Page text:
By Charlene Crowell
Higher education has always offered opportunities to learn and earn a better quality of life. But in the 21st century, higher education has also become synonymous with ever deepening debt. More than 44 million consumers of varying ages and occupations struggle with $1.5 trillion in student debt.
The nation’s nagging racial wealth and income gaps translate into Black families borrowing more than others to finance college costs. If a combination of scholarships, grants, student loans, and work-study jobs cannot meet the costs of an academic term, the only option remaining is for parents and other relatives to take on debt too.
From 2006 to 2016, aggregate student loan balances nationwide rose 170 percent. This debt burden worsened the nearly $1 trillion of lost wealth that Black and Latino families also bore due to the foreclosure crisis.
“During the recession the public sector stepped back its appropriations in higher education and cut aid in several areas,” noted Andrea Harris, a nationally-known policy expert, now serving as a Senior Fellow with Self-Help, one of the nation’s largest and most successful community development financial institutions in the nation.
Today the average student loan balance among baccalaureate graduates is $34,000. For those who continue to graduate studies, their indebtedness often surpasses $100,000.
As high as these debts incurred by students are, additional loans taken out by parents and other relatives are often necessary. Some parents, grandparents or other relatives have also taken on student loan debts, trying to close the gaps that remained after students borrowed the maximum amounts allowed.
It’s a costly cycle that begins anew each academic year, often with higher interest rates that lead to higher and longer repayments. No parent should be forced to choose between their own financial stability and a college education for their children.
Yet the reality of the student loan crisis is that often multiple generations of the same family struggle with loan repayments. When these loans default, another dimension of financial stress begins.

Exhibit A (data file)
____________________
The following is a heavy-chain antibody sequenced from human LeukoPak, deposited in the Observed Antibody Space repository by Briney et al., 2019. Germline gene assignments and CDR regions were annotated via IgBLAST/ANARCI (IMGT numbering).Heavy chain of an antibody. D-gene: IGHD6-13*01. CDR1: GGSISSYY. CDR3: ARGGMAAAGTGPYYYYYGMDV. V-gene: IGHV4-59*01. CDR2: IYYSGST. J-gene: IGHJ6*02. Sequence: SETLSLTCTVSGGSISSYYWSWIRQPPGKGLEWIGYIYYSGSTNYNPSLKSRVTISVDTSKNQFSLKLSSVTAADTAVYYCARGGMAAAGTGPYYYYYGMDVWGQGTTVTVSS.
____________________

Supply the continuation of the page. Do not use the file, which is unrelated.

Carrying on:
Student loan defaults degrade credit scores, lowering them by as much as 50-90 points, according to the Urban Institute, a Washington, DC-based nonpartisan research group. As credit scores drop, the cost of any future credit goes up, making it even harder for affected consumers to manage their personal finances.
With Congress and the Trump Administration both agreeing that the reauthorization of the Higher Education Act cannot be further delayed, multiple ideas have been offered on how to manage the deepening college debt crisis with no consensus yet to emerge.
Central to the public policy debate should be the future of the nation’s economy. Students need to acquire skills and knowledge that lead to stable careers and incomes that enable graduates to earn their way into the middle class.
For many education advocates, the current college federal aid system is simply unsustainable, nor is it in the best interest of the nation. Hence, it seems sensible to directly increase federal college aid that does not come with repayment.
For example, the formula-based Pell Grant award currently averages $4,251 per participating student. Next year as proposed by the Department of Education, the average award would shrink slightly to $4,149. As college costs increase, more grants, not fewer are needed.
A recent Wall Street Journal article delved into the particular effects of student debt on Black America. According to the article, “Tuitions have risen faster than a traditional funding source for low-income students – federal Pell grants. A weak post-crisis economic recovery meant lagging income for many low-income families, federal data show, leaving proportionately less to pay for education.”
Some might argue that incomes across the country are rising. Such beliefs are not completely true.
In 2017, the national median income stood at $61,372, after three consecutive years of increases and a 1.8 percent increase over 2016’s median of $60,309. But much of Black America was omitted from these financial gains with median incomes of $40,258, more than $2,100 less than levels earned in 2000.
Other studies have found that over half of young Black households – 54 percent – have student debt, compared to only 39 percent of similar white households.
“A nation educating its citizens is simply in the common good,” concludes Harris.
I would agree. When it comes to higher education, lawmakers must understand that Black America never asked for a free ride – just a fair one.
Charlene Crowell is the Communications Deputy Director at the Center for Responsible Lending. She can be reached [email protected]